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Stevie's Blind Spot
By Linda Kaplan Thaler

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Most of the time cajoling a celebrity into doing a commercial is about as much fun as a colonoscopy. The preparation takes everything out of you, and just when you have nothing left to give, they stick it to you as far as they can go.

But working with Stevie Wonder was, well, wonderful. And he was dying to shoot a commercial with us. Only he wanted to be the spokesman for, get this, Kodak film.

Now it was my job, as the group creative director on the Kodak account at J. Walter Thompson, to visit Stevie, who was in Atlantic City at the time, and convince him that perhaps he’d be a better spokesman for Kodak batteries, since batteries are used for musically related equipment like cassette players and such. But no he really, really wanted to talk about the film because Kodak had recently pulled their photographic business out of South Africa in defiance of the apartheid laws. “That’s wonderful Stevie”, I say, with perspiration dripping down my blouse that I’m trying to cover up until I realize that I’m the only one who sees it, “but it’s gonna be tricky having you talk about color and sharpness and being real believable because….because…” I just can’t get the words out. “Because I’m blind?” “Well, yeah, since you’ve never seen a Kodak picture, or for that matter, anything, it could be a possible drawback to convincing our viewing audience, those being people who actually can see."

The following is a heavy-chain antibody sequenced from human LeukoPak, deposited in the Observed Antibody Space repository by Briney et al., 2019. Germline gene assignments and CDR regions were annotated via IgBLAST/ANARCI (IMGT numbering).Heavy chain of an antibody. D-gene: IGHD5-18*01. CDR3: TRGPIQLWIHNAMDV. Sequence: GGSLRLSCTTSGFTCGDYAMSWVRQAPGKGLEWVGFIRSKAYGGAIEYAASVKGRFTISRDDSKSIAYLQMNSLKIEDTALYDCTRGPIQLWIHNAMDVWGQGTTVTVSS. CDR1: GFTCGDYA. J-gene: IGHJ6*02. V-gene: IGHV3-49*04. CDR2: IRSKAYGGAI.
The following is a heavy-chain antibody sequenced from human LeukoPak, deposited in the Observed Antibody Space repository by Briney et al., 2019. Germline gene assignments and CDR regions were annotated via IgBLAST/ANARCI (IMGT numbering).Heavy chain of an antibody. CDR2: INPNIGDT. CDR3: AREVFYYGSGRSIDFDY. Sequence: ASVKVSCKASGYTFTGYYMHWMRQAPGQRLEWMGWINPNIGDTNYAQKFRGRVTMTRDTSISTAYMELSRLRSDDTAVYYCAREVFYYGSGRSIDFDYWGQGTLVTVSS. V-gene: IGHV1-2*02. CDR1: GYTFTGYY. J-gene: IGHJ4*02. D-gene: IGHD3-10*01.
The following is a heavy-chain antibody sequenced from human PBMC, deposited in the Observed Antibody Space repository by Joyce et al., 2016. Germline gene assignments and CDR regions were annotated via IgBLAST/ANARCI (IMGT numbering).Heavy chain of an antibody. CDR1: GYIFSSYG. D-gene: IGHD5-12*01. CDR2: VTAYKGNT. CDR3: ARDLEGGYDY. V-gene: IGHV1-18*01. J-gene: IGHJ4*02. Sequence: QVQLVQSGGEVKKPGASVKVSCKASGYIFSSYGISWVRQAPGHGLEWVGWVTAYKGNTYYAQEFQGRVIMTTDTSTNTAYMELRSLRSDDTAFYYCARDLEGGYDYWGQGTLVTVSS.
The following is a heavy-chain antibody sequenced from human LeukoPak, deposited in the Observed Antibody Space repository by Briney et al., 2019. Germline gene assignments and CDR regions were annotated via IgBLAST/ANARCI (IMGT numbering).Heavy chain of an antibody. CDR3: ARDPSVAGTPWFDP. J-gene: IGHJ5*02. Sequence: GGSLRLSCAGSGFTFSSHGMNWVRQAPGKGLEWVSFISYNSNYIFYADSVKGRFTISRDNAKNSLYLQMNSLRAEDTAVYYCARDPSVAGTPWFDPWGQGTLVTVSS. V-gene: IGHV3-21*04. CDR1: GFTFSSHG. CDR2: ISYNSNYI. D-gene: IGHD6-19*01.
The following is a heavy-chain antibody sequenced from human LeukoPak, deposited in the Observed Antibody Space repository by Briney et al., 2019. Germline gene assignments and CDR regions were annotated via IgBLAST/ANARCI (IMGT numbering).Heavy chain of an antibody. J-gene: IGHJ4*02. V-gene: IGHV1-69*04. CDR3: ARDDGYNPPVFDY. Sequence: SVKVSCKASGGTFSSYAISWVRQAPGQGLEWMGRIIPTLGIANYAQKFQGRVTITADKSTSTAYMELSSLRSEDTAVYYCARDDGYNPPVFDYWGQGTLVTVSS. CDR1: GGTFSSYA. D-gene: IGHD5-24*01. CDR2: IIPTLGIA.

He begrudgingly admitted that I kinda had a point and would consider doing a Kodak battery spot, and we left it at that.

That night I get a call from someone named Steveland Morris, and I started to hang up, claiming that I didn’t know anyone of that name. “Well, I just met you this afternoon.” Nope, didn’t ring a bell. “Maybe you’ll remember me by my stage name, Stevie.” Thinking this was a practical joke from one of the account guys at work, I sarcastically sneered over the phone, “Yeah, like Stevie Wonder?” “Yeah, well that’s my stage name, but my real name’s Steveland Morris.” Wow, I’m thinking, I was so busy noticing that he was blind, I didn’t realize he was also Jewish.

Anyway, he tells me that he’d be fine starring in a spot about Kodak batteries, and that in fact he’s already written a song. Did I want to hear it? Yes, of course I wanted to hear it, I couldn’t believe Stevie Wonder wanted to know what I thought of his new song. What an experience? What an exciting proposition?

What an awful song it was for this spot. I mean, the melody was beautiful enough in its own right, but it was soulful and dark, and our ad had kids and puppies bouncing around which was the usual Kodak fare. So now I have to tell Stevie Wonder, for God’s sake, that I don’t like his song because it won’t work with all the vignettes that he’ll never see. After what seemed like an eternity of hemming and hawing, he caught on, and just said, “So you hate it, right? No sweat, I’ll just write you another one.”

And he did and it was beautiful. We collaborated on the lyrics to the “You Can Depend on Me” song, a challenging task because Stevie has never adjusted to a sighted person’s nocturnal rhythms, and works at strange hours of the day or night. As a result, during the several weeks we spent on the track, I slept in my clothes, knowing that at 3am I might be suddenly summoned to come to a session. Sometimes I’d rush down there only to find out that our track got sidetracked for another project and that he couldn’t work that night. It was during this time that I finally figured out how he got his name. “I wonder what time he’s gonna show up”, “I wonder where the hell he is”, “I wonder if this commercial will ever be finished.”

But it was no wonder that the final music bore a striking resemblance to the man who wrote it. It was sweet, heartfelt, and haunting, with a performance by Stevie that seemed to see the world a lot clearer than anyone else I’d ever met.


Linda Kaplan Thaler

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